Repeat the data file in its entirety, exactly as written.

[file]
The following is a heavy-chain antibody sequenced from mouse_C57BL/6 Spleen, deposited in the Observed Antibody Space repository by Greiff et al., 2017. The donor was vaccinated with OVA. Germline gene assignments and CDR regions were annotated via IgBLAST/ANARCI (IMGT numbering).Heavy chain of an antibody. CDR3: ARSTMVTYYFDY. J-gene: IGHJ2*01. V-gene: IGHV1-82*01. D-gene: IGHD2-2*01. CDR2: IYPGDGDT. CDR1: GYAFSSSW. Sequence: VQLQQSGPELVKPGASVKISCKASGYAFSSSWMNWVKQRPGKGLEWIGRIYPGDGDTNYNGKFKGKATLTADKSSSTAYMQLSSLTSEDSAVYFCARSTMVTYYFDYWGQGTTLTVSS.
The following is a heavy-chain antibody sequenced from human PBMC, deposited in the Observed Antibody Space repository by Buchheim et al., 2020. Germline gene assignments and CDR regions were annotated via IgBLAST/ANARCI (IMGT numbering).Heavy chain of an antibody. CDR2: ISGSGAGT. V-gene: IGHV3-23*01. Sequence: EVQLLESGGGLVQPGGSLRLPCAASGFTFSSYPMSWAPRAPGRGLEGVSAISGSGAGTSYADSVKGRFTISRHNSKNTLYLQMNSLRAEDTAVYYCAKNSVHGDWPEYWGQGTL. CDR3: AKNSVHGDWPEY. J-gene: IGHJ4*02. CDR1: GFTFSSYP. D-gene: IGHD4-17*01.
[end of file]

The following is a heavy-chain antibody sequenced from mouse_C57BL/6 Spleen, deposited in the Observed Antibody Space repository by Greiff et al., 2017. The donor was vaccinated with OVA. Germline gene assignments and CDR regions were annotated via IgBLAST/ANARCI (IMGT numbering).Heavy chain of an antibody. CDR3: ARSTMVTYYFDY. J-gene: IGHJ2*01. V-gene: IGHV1-82*01. D-gene: IGHD2-2*01. CDR2: IYPGDGDT. CDR1: GYAFSSSW. Sequence: VQLQQSGPELVKPGASVKISCKASGYAFSSSWMNWVKQRPGKGLEWIGRIYPGDGDTNYNGKFKGKATLTADKSSSTAYMQLSSLTSEDSAVYFCARSTMVTYYFDYWGQGTTLTVSS.
The following is a heavy-chain antibody sequenced from human PBMC, deposited in the Observed Antibody Space repository by Buchheim et al., 2020. Germline gene assignments and CDR regions were annotated via IgBLAST/ANARCI (IMGT numbering).Heavy chain of an antibody. CDR2: ISGSGAGT. V-gene: IGHV3-23*01. Sequence: EVQLLESGGGLVQPGGSLRLPCAASGFTFSSYPMSWAPRAPGRGLEGVSAISGSGAGTSYADSVKGRFTISRHNSKNTLYLQMNSLRAEDTAVYYCAKNSVHGDWPEYWGQGTL. CDR3: AKNSVHGDWPEY. J-gene: IGHJ4*02. CDR1: GFTFSSYP. D-gene: IGHD4-17*01.